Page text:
First, he was supposed to come for Christmas. Then, the visit was postponed until the following week, with the explanation that he might be needed to break a tie in the Senate over the tax bill. Now, Vice President Mike Pence’s trip is scheduled for mid-January, but Israeli officials say they have no final confirmation yet for the date or who will meet him.
For local Christians, the question of whether Pence does or doesn’t come is moot — they won’t meet with him. They’re outraged over President Trump’s decision to recognize Jerusalem as the capital of Israel. Pence is a Christian, as they are, but he’s an evangelical Christian, and the evangelical movement pushed hard for Trump’s move. This is the first time a U.S. president has recognized Jerusalem as the capital of Israel.
The Jerusalem decision highlights a growing rift between American evangelicals, who enthusiastically support Israel as the Jewish state for religious reasons, and many Christians in both Israel and the West Bank and Gaza who identify first as Palestinians and see the Jewish state as an oppressive occupier.
American evangelicals are “pushing Israel toward hell,” said Wadie Abunassar, director of the International Center for Consultations, a think tank.
Evangelical Christians have been among Israel’s most fervent supporters both politically and financially. Rabbi Yechiel Eckstein, president of the International Fellowship of Christians and Jews, has raised $1.4 billion for Israel from evangelical Christian donors, many of whom say they give up luxuries like a daily Starbucks latte and donate the money to Israel instead.
About 2% of Israel’s population, including the West Bank and occupied territories, is Christian; 81% is Jewish, and 14% Muslim. (There are also about 300,000 Christians who came to Israel from the former Soviet Union in the early 1990s, but they identify as Israelis, not Palestinians.)
Many Christians, who tend to have more money and relatives abroad than Muslim Palestinians do, have emigrated over the years. Those who have stayed are under tremendous pressure to show their loyalty to the Palestinian cause, which puts them at odds with American Christian supporters of Israel.
Nasser and other Arab citizens of Israel say they worry, for example, that evangelical support is encouraging the Israeli government to make decisions that are dangerous for Israel’s future.
Evangelical Christians, for example, movement have been active in financing the expansion of Jewish settlements in Israel, which Palestinians say make an independent Palestinian state in the West Bank almost impossible to achieve.
“They are being more Catholic than the pope,” Abunassar said. “They are sitting across the Atlantic, and Israel is in the Middle East. It is very dangerous.”
Eckstein says numbers are on his side. Evangelical Christianity, and especially Pentecostal Christianity, is spreading throughout Latin America and Korea, and more than 100 million people have joined the church in the past few years.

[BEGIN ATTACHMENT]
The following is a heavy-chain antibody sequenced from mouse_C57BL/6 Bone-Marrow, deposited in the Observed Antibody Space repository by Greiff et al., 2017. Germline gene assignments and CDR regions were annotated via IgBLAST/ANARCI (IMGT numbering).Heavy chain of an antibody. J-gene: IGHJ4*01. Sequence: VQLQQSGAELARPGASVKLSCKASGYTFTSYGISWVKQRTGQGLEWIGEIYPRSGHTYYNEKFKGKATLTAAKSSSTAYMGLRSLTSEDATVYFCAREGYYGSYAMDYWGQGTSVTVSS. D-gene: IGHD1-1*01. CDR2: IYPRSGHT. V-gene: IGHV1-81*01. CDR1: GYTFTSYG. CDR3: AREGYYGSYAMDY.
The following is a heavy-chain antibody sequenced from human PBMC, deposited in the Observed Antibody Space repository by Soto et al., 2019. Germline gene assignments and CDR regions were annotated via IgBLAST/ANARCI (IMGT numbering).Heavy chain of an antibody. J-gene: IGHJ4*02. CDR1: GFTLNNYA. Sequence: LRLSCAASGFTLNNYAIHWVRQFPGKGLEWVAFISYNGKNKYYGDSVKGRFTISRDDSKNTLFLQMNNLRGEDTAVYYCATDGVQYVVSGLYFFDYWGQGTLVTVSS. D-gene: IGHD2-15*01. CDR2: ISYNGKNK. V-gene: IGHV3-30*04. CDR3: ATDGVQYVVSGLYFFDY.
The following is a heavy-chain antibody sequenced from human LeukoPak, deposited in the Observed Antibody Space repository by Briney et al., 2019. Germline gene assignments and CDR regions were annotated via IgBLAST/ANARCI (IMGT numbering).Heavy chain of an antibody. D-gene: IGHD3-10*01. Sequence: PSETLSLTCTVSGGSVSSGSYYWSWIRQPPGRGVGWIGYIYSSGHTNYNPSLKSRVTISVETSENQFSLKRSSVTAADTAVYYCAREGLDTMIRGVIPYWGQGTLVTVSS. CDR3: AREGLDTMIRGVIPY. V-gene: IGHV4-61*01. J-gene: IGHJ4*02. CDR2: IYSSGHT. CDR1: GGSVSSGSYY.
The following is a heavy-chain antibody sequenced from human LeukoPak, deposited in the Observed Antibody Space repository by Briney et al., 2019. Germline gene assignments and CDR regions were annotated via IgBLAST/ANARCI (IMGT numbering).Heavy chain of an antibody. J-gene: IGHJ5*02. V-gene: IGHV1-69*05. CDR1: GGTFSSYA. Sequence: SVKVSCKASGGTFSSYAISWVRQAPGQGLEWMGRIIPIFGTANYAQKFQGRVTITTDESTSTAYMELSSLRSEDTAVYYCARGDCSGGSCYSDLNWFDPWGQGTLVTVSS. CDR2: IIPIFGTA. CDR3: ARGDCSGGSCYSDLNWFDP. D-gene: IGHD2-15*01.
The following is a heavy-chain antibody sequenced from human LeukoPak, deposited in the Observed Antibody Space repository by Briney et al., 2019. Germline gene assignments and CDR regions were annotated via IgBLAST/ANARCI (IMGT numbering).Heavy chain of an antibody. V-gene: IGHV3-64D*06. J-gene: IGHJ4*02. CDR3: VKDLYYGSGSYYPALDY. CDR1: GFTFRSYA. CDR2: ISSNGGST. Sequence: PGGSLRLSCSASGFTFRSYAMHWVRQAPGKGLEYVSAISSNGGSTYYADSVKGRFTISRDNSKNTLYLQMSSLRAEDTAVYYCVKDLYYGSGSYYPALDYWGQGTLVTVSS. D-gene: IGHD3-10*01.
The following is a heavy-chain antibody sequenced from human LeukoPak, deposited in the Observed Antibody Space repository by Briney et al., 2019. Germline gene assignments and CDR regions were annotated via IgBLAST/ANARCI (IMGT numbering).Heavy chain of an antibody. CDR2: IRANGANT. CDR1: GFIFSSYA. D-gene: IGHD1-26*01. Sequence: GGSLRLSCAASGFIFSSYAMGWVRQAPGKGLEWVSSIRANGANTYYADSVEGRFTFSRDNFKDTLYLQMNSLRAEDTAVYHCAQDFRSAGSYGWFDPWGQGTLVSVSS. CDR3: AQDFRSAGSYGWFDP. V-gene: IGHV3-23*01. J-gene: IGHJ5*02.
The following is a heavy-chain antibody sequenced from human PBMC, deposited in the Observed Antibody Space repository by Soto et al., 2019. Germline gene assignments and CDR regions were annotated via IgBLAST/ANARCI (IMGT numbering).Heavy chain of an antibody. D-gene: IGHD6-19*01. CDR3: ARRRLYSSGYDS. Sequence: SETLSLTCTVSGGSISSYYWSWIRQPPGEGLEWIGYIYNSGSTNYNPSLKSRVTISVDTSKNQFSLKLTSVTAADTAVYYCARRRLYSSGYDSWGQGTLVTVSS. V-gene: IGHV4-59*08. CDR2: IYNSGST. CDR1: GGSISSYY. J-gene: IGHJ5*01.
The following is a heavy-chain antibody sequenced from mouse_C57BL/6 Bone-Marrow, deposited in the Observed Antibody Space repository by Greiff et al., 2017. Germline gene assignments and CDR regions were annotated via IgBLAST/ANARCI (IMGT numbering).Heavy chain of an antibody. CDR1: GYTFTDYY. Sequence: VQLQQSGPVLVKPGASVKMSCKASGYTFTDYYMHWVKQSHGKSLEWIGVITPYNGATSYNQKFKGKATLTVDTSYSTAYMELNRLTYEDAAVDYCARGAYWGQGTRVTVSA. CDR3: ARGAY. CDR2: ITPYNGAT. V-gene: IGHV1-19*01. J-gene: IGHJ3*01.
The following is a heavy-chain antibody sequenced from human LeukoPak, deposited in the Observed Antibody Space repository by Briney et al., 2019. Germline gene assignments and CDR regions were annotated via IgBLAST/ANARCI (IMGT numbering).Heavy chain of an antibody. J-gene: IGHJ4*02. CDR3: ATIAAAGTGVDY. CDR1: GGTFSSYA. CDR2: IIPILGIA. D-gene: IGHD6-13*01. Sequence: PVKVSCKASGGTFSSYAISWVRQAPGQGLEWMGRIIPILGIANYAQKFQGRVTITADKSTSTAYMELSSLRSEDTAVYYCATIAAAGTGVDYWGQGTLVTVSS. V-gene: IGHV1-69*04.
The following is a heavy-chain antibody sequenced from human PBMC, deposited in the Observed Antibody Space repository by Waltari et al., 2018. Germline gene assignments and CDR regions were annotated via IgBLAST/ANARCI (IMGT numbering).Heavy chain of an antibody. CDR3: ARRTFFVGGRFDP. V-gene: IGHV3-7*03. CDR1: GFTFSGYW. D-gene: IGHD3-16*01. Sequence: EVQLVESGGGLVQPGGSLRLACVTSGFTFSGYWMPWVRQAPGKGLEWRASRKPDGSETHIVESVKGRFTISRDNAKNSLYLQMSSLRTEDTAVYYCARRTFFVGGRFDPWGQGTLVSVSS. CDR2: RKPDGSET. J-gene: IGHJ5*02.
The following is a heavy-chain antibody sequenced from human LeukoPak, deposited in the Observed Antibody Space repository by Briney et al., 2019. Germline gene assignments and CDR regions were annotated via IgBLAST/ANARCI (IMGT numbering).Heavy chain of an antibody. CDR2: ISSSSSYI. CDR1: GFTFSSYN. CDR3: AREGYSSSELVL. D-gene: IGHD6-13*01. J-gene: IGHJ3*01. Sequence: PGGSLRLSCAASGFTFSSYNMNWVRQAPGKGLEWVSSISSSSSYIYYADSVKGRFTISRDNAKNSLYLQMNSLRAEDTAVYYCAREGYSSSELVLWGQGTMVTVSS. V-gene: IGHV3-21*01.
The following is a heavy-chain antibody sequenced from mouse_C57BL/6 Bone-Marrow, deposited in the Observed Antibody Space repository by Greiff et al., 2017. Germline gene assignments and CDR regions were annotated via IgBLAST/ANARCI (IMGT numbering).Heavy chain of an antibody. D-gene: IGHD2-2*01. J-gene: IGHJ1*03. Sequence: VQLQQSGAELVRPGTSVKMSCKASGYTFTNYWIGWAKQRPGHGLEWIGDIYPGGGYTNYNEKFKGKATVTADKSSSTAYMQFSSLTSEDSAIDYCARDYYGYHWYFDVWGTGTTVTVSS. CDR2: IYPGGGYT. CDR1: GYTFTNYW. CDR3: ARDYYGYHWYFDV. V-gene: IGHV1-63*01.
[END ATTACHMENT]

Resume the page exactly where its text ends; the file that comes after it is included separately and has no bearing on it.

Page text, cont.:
For them, he says, the return of the Jewish people to Israel is the fulfillment of a biblical prophecy and a condition for the future return of Jesus Christ as the Messiah.
“These Pentecostal Christians are based much more on a literal interpretation of the Bible as opposed to religious authority,” Eckstein said. “They often quote Genesis Chapter 12, Verse 3, where God promises Abraham that “those who bless you will be blessed and those who curse you will be cursed.”
Yet there is some evidence that younger evangelicals don’t feel the same way.
“Not all evangelicals believe that Israel is the harbinger of the Second Coming,” said Rabbi David Rosen, international director of interreligious affairs at the American Jewish Committee. “Surveys show that there is less support for Israel among younger evangelicals than among those who are older.”
According to the Pew Research Center’s study on religion in the United States, in 2013 more than 80% of white evangelicals believed that God gave the Land of Israel to the Jews. A new study released earlier this month by the Nashville, Tennessee-based LifeWay Research found that 40% of younger evangelicals (age 18–34) had no strong feelings about Israel.
The study also found that while more than three-quarters of older evangelicals have an overall positive perception of Israel, that number drops to 58% among the younger cohort.
In the meantime, Christian Palestinians have banded together in Kairos Palestine, an organization that uses Christian theology to talk about Palestinian independence.
“We proclaim our word based on our Christian faith and our sense of Palestinian belonging — a word of faith, hope and love,” their mission statement proclaims. “We declare that the military occupation of Palestinian land constitutes a sin against God and humanity. Any theology that legitimizes the occupation and justifies crimes perpetrated against the Palestinian people lies far from Christian teachings.”
Contact Linda Gradstein on Twitter, @lindagrad21